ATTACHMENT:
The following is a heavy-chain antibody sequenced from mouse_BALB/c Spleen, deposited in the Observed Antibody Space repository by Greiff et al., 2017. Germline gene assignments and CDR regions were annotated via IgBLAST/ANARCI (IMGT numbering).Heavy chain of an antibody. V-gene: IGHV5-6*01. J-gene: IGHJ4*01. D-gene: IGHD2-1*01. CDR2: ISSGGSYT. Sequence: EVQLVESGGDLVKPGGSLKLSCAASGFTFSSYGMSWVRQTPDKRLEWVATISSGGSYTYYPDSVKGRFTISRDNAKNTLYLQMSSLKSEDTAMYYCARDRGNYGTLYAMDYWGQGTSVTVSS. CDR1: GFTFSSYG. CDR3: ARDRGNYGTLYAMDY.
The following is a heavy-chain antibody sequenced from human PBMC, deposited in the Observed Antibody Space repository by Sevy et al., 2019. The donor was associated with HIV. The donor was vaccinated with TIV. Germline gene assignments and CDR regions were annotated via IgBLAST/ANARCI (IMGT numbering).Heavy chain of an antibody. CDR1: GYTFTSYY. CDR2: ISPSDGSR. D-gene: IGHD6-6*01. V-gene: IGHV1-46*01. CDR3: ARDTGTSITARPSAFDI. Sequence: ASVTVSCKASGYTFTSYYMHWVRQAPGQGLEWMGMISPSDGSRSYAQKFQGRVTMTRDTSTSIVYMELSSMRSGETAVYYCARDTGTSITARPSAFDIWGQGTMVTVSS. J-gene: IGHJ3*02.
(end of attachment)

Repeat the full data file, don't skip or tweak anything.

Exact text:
The following is a heavy-chain antibody sequenced from mouse_BALB/c Spleen, deposited in the Observed Antibody Space repository by Greiff et al., 2017. Germline gene assignments and CDR regions were annotated via IgBLAST/ANARCI (IMGT numbering).Heavy chain of an antibody. V-gene: IGHV5-6*01. J-gene: IGHJ4*01. D-gene: IGHD2-1*01. CDR2: ISSGGSYT. Sequence: EVQLVESGGDLVKPGGSLKLSCAASGFTFSSYGMSWVRQTPDKRLEWVATISSGGSYTYYPDSVKGRFTISRDNAKNTLYLQMSSLKSEDTAMYYCARDRGNYGTLYAMDYWGQGTSVTVSS. CDR1: GFTFSSYG. CDR3: ARDRGNYGTLYAMDY.
The following is a heavy-chain antibody sequenced from human PBMC, deposited in the Observed Antibody Space repository by Sevy et al., 2019. The donor was associated with HIV. The donor was vaccinated with TIV. Germline gene assignments and CDR regions were annotated via IgBLAST/ANARCI (IMGT numbering).Heavy chain of an antibody. CDR1: GYTFTSYY. CDR2: ISPSDGSR. D-gene: IGHD6-6*01. V-gene: IGHV1-46*01. CDR3: ARDTGTSITARPSAFDI. Sequence: ASVTVSCKASGYTFTSYYMHWVRQAPGQGLEWMGMISPSDGSRSYAQKFQGRVTMTRDTSTSIVYMELSSMRSGETAVYYCARDTGTSITARPSAFDIWGQGTMVTVSS. J-gene: IGHJ3*02.